arc.aiaa.org...



www.google.com...


Anybody know how to attach pdf's to a post? the more interesting stuff are in those.


edit on 22-2-2015 by BASSPLYR because: two of the links didn't work right although they were the most interesting.

edit on 22-2-2015 by BASSPLYR because: (no reason given)



posted on Feb, 22 2015 @ 10:02 PM
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a reply to: BASSPLYR

They can do interesting things with plasma as long as you don't mind the side effects. Eventually we'll see it on commercial aircraft but not until it's matured a good bit more.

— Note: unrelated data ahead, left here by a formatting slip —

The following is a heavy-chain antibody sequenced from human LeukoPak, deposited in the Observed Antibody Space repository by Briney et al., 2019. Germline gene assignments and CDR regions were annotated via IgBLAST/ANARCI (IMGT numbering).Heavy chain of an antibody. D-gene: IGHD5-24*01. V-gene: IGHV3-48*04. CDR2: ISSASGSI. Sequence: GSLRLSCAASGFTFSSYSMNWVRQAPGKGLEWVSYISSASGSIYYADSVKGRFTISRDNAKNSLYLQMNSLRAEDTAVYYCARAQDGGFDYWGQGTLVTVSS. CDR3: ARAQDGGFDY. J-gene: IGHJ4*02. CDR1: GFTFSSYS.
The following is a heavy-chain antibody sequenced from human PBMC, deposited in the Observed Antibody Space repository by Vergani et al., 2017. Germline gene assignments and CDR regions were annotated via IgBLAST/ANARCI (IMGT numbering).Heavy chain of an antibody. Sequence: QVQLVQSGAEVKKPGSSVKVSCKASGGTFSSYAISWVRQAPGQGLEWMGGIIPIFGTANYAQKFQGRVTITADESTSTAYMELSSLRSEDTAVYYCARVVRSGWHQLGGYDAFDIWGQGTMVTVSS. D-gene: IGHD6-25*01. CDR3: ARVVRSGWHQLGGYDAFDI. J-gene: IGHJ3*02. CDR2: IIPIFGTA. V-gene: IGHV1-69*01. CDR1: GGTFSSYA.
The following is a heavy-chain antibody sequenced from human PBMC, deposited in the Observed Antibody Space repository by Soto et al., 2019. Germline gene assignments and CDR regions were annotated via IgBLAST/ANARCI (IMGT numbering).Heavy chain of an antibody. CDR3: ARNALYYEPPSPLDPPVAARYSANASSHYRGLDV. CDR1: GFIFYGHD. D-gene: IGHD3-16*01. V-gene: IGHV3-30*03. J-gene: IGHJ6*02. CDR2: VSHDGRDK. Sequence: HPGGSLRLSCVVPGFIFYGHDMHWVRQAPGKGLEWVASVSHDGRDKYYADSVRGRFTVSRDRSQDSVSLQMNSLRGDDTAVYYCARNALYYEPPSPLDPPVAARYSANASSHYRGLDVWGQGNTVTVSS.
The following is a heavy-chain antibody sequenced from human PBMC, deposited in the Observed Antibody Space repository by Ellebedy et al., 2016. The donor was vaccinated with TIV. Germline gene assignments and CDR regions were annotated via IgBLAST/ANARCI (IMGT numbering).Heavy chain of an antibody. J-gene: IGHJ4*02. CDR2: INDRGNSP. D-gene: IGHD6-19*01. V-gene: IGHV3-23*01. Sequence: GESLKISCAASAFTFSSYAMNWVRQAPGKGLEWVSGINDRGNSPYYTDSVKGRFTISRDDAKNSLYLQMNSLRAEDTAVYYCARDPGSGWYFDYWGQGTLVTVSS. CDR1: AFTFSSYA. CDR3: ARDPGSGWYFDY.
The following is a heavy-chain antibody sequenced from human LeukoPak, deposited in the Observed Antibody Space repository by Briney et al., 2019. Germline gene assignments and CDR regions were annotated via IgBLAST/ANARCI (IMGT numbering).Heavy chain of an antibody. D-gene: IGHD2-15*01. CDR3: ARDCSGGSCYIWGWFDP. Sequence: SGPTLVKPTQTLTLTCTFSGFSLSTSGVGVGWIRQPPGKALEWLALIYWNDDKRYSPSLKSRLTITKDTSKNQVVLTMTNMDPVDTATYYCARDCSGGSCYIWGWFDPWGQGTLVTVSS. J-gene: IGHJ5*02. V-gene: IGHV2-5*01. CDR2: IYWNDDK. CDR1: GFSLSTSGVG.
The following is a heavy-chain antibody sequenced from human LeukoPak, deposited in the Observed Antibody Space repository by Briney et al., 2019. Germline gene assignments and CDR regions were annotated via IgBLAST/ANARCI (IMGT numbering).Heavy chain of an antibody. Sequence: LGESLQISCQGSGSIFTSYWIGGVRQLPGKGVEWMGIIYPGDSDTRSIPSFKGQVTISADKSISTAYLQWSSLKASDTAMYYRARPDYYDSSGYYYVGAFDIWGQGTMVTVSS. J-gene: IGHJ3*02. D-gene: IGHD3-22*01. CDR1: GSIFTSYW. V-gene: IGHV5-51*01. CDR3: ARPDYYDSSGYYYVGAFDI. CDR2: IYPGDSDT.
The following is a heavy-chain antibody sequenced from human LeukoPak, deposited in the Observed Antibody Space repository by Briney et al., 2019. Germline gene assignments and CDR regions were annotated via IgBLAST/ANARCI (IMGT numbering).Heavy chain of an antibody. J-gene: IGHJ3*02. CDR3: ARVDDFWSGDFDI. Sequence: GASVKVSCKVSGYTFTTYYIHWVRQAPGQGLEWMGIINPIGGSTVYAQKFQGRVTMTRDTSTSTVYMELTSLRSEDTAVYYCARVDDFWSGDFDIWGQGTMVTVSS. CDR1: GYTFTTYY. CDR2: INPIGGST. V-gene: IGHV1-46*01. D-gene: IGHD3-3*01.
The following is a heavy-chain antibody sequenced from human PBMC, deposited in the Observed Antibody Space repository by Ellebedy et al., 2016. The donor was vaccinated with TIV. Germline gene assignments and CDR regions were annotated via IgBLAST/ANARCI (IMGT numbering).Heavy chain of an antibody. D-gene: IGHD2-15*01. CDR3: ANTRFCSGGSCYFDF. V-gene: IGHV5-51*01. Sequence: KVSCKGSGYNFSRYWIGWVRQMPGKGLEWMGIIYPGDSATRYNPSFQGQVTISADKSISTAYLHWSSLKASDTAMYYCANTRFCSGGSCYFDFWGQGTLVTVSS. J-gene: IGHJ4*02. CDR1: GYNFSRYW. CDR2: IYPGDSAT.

posted on Feb, 22 2015 @ 10:03 PM
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originally posted by: Zaphod58
a reply to: mbkennel

One of the problems with plasma systems is that they tend to shred things they come into contact with when the system loses integrity. Including things you'd think it shouldn't.


I do know when the aircraft envelope becomes unstable in ah some cases it can begin having this damned rhythmic buffeting/fluttering that causes really godawful induction into unprotected systems. Not having any of that is a big step towards a combat ready system, not that you can do it 100%, but you can sure reduce it.

Another issue is abrasion. It some cases, and generally when you are cranking to get the plasma density up there, if it comes into really close contact with surfaces instead of flowing across them with a real minimum of curl, it'll start abrading them away, the nice RAM sorts of soft/crunchy textures go first. But it'll abrade metal too, if it gets a chance.